KH6JRM’s Amateur Radio Blog


This has been quite a year, newswise.  The newsroom
has indeed been a busy place.  Somehow, we have
managed to survive another 365 days despite the
best attempts by fanatics, the morally challenged,
and the merely dispicable to derail us.  I suppose my
slightly down message has been tempered by the course
of world events…news people often get that way.  But,
thanks to amateur radio, there is temporary relief from
all of the nonsense that passes for civilization these days.
I’ve been fortunate to have a roof over my head, a good
job, an understanding XYL, and equipment that is paid
for.  The all-too brief time I spend at the ole Swan 100-MX
or restringing my antenna farm has kept me fairly sane.  I
enjoy the challenge of shooting the rf into the ionesphere and
seeing where it ends.  I’ve also begun to enjoy cw again.  I’m
not very fast, but I enjoy the commaradie and “rag chews” from
cw operators.  I’m hoping to get into the ARRL straight key
night–something I haven’t done in several years.  The J-38 key
is in good shape, the rig looks good, and the operator somewhat
prepared.  I’ve enjoyed your comments during the past year. I’ve
learned a few new things from all of you…hopefully, my ramblings
have encouraged you to build or repair something.  That activity
ties you to the radio pioneers who did remarkable things with very
little in the way of resources.  May the New Year be prosperous
and positive for all of you.  I’ll return once I recover from the New
Year–most likely, I’ll be at the radio station on holiday watch.  Never
a dull moment in this business.  Aloha, 73 de KH6JRM

Advertisements

KH6JRM’s Amateur Radio Blog


Christmas is almost here.  Things are slowing down a
bit in the newsroom–a much appreciated break after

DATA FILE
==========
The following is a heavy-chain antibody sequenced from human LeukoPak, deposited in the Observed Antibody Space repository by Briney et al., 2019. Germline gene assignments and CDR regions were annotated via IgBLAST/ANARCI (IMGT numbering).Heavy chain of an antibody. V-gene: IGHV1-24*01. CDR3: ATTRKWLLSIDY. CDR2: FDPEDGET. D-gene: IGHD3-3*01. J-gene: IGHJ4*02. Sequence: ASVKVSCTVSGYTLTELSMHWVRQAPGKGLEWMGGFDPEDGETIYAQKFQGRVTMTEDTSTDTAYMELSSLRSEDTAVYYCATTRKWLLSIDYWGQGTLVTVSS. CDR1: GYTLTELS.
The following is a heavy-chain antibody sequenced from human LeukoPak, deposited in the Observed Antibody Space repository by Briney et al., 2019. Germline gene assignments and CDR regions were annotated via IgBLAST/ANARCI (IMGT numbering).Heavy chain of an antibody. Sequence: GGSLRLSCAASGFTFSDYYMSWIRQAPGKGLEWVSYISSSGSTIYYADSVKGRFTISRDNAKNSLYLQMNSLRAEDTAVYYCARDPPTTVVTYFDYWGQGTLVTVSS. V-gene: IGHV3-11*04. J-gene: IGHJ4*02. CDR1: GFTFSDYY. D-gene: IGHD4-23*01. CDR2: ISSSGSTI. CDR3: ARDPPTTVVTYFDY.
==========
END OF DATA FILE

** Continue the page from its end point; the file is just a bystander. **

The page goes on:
Hawaii Island withstood a fierce winter rain storm.
The Saddle Road, which is the shortest connection
between Hilo and Kailua-Kona, was closed due to flood-
ing and runoff.  Many travelers on the island had to
divert their itineraries to the longer perimeter roads.
Even these highways got thoroughly soaked.  The
newsroom was kept busy with all of the traffic alerts
and advisories.  Local amateur radio operators stood
by just in case emergency communications channels
were needed.  Thankfully, the flooding emergency
was confined to the evening hours.  State and county
crews are still cleaning up the debris and directing
motorists around the flooded areas.  With all of this
going on, there wasn’t much time to “ham it up”.  I
got home rather late, so I’ll make up the hamming later
this week.  Christmas Day is a full work day — I have to
stand by in case nature decides to soak us again. Our
Hawaii Island roads are vulnerable to landslides and
periodic flooding after heavy rains.  I have the scanner
on in the studio, so I’ll be able to monitor the public
service and ham bands while I prepare news updates.
Have a great Christmas holiday.  Be sure to leave out
something for Santa…even if you are the de-facto Santa
in your household.  Mele Kalikimaka from Hawaii Island.
73 es Aloha de KH6JRM.

KH6JRM’s Amateur Radio Blog


I can’t believe how fast the Christmas holiday is
coming.  Wasn’t Thanksgiving just a few weeks
ago?  Time seems to quicken with advancing age.
As a child, it seemed forever until the holiday
season arrived.  Anyway, the season is keeping
the newsroom busy–and that’s a good thing.  At
least I still have a job.  I wish I had it in my power
to get those unemployed back to work.  Meanwhile,
I’ll be able to sandwich in some needed antenna work
before the weekend. I will be restringing the vertical
this Saturday, since the combination of salt air, rain,
and insect damage is destroying the #14 gauge wire
attached to the 33′ fiberglass mast.  The insulation is
slowly degenerating under the tropical sun.  This project